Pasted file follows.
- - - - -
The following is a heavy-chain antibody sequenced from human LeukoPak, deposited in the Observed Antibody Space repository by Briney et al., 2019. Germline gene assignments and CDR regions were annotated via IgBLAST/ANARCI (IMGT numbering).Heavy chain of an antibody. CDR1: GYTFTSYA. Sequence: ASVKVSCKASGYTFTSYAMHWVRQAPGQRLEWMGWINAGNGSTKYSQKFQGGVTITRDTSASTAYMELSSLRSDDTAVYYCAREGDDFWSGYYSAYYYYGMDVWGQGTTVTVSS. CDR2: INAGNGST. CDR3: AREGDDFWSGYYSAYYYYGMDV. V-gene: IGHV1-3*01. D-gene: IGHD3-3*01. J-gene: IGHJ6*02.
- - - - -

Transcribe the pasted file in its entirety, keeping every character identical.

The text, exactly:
The following is a heavy-chain antibody sequenced from human LeukoPak, deposited in the Observed Antibody Space repository by Briney et al., 2019. Germline gene assignments and CDR regions were annotated via IgBLAST/ANARCI (IMGT numbering).Heavy chain of an antibody. CDR1: GYTFTSYA. Sequence: ASVKVSCKASGYTFTSYAMHWVRQAPGQRLEWMGWINAGNGSTKYSQKFQGGVTITRDTSASTAYMELSSLRSDDTAVYYCAREGDDFWSGYYSAYYYYGMDVWGQGTTVTVSS. CDR2: INAGNGST. CDR3: AREGDDFWSGYYSAYYYYGMDV. V-gene: IGHV1-3*01. D-gene: IGHD3-3*01. J-gene: IGHJ6*02.